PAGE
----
Organized Session1: The city's intangible cultural heritage
The session departs from the new research direction of smart city learning that adds a new human-centered perspective to the so far functionalist vision of smart cities. The smart city learning approach does not address learning only as a way to train an adequate human capital but instead envisions learning as one of the driving forces of the smartness and well-being of a community. Unavoidably the underlying and ubiquitous techno-ecosystems - whose embedded intelligence, sensitivity and responsiveness surround the individuals - challenge the future of learning and call for a redefinition of spaces, contents, processes, skills and assessment approaches.
In relation to this general idea, the organized session is going to focus on a specific aspect of this challenge: how to capture, represent, and disseminate the intangible cultural heritage of a city. In contrast to tangible cultural heritage (buildings, sites etc.), intangible cultural heritage focuses on cultural practices. The intangible cultural heritage of the city can thus be seen as something constituted by the inhabitants of the city in their daily living routines, giving meaning to places found in the city. This “meaning making” is subject to constant changes, some subtle, some more drastic (e.g. structural changes when a city loses its industrial traditions). For this special session we invite contributions that focus on how this intangible heritage of the city (and thus its inhabitants) can be captured, represented, and disseminated in order to learn about (historical or modern) practices in relation to the actual urban scape.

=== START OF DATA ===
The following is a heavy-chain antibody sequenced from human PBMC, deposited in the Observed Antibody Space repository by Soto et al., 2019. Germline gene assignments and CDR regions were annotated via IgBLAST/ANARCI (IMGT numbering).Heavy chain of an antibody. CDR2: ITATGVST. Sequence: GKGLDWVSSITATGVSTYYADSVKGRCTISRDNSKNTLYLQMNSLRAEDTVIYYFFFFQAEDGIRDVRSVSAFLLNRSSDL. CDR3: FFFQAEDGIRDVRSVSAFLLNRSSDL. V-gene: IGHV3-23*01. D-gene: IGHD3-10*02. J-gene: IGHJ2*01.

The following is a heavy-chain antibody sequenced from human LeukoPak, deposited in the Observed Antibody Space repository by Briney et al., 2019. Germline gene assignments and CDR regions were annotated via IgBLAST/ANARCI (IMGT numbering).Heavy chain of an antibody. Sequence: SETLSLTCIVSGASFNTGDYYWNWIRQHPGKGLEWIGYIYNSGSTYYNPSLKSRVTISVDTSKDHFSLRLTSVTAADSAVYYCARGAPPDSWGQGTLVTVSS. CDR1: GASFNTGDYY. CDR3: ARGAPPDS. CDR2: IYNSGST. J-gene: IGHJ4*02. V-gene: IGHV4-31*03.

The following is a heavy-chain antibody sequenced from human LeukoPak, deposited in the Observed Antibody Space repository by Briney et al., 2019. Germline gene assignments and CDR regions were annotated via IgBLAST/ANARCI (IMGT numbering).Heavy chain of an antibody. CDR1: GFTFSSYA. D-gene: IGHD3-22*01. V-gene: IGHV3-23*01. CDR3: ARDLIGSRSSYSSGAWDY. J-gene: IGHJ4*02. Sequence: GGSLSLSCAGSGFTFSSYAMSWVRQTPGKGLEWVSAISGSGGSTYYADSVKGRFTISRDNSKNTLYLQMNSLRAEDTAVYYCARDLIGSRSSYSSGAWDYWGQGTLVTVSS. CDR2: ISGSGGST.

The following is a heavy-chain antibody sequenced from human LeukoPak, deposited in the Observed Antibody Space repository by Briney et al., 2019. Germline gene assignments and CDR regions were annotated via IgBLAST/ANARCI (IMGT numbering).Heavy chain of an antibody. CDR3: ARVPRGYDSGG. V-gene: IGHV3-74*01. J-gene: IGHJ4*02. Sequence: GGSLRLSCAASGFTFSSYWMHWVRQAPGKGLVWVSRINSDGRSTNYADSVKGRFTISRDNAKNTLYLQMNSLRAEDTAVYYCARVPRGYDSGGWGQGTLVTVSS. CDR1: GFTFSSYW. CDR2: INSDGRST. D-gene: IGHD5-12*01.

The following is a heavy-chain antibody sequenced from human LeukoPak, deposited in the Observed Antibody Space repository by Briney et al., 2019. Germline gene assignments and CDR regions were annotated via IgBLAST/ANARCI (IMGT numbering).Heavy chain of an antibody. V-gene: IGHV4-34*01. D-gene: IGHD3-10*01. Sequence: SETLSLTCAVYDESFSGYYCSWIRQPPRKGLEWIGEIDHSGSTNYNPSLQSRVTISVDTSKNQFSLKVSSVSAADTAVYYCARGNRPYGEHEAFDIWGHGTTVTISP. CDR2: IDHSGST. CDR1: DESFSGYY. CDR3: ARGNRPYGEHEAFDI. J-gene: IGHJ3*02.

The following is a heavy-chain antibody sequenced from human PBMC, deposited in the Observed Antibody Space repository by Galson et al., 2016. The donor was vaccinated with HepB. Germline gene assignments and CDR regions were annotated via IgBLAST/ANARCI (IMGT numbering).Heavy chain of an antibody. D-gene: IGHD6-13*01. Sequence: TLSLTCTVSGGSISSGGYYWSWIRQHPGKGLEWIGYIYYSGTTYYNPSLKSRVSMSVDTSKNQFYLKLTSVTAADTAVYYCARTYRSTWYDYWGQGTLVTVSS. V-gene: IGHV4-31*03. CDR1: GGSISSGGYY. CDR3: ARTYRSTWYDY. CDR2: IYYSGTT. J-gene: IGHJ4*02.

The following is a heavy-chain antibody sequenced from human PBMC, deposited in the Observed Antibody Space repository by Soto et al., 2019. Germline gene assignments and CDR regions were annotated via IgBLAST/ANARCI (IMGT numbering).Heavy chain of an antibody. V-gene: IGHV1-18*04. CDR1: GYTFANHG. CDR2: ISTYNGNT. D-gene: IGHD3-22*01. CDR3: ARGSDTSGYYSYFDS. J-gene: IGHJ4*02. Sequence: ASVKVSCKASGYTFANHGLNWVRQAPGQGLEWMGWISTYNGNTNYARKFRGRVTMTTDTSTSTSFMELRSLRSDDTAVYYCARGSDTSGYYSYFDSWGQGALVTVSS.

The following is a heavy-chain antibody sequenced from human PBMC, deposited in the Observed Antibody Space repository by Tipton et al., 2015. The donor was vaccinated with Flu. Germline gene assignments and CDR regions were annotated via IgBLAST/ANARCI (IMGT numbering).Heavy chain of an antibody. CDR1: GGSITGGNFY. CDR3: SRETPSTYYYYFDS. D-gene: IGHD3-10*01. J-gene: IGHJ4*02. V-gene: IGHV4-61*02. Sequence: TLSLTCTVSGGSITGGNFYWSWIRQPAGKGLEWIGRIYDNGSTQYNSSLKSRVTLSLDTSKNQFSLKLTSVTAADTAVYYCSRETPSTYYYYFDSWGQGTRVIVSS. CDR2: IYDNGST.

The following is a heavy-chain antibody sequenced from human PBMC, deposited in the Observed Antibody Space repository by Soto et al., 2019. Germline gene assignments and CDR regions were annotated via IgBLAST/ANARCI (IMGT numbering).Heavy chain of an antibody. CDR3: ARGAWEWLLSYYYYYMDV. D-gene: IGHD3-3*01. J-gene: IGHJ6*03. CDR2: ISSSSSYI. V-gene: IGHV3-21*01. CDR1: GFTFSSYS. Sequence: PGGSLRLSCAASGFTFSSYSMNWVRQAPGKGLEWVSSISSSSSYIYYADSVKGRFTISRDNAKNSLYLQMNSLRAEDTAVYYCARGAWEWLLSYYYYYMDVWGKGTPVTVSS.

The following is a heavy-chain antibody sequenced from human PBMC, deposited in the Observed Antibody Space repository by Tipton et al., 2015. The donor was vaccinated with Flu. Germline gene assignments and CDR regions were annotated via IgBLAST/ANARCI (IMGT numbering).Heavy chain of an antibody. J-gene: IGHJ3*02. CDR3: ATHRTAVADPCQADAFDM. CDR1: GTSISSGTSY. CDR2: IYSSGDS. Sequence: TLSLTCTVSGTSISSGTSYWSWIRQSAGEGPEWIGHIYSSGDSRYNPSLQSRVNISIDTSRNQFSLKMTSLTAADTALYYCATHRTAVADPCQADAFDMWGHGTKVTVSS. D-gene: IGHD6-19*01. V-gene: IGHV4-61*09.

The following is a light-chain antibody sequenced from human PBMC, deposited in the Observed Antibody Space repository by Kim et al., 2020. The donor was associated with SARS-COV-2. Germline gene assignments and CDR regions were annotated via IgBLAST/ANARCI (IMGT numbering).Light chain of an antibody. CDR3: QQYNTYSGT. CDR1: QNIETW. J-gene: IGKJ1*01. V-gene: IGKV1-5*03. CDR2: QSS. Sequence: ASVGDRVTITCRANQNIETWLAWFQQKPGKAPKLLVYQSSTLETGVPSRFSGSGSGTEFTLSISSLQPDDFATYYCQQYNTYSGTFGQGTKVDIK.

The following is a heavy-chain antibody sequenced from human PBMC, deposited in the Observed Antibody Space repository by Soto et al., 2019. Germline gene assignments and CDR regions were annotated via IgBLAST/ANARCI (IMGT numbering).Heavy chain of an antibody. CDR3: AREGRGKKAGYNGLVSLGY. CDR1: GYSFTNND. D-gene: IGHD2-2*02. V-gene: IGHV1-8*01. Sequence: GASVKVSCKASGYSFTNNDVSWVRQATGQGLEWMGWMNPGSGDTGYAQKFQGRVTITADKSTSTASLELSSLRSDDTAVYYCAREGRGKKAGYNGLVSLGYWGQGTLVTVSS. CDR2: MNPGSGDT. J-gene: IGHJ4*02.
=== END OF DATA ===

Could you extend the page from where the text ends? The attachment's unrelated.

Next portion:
Challenges include (but are not limited to):
Which kind of data is relevant for capturing social practices related to urban places?
Where does this data come from (archives, user-generated …)?
How subjective should/could this data be?
Should it be captured in situ (and by whom: experts vs laymen)?
How can data about social practices be represented?
Are standards required?
How can ontologies be useful for representing the data?
What is the relation between the data and the learning goal (dissemination)?
Which kind of technologies can be exploited?
What is the relation between place, content, and technology?
How can success be measured in such a setting?
Smart City Learning, Intangible Cultural Heritage, User-generated Content, Urban Installations
Matthias Rehm, Aalborg University, Denmark
Kasper Rodil, Aalborg University, Denmark
Carlo Giovannella, Tor Vergata University of Rome, Italy
All papers that address any of the above mentioned topics are welcome but papers specifically addressing capture (data sources, archives, user-generated content) and representation are particularly welcome. All submissions will be reviewed by three distinguished researchers in the area of culture and computing. Accepted papers will appear in the conference proceedings published by Conference Publishing Services.
All submissions should be submitted electronically in English with an abstract (150 words) via EasyChair at: http://www.easychair.org/conferences/?conf=culture2015. (Select the topic of "[Organized Session] The city's intangible cultural heritage" for submissions to this organized session.)
The submissions should follow the formatting instructions for publishing with Conference Publishing Services: http://www.ieee.org/conferences_events/conferences/publishing/templates.html. (Please choose the US letter type for the paper template)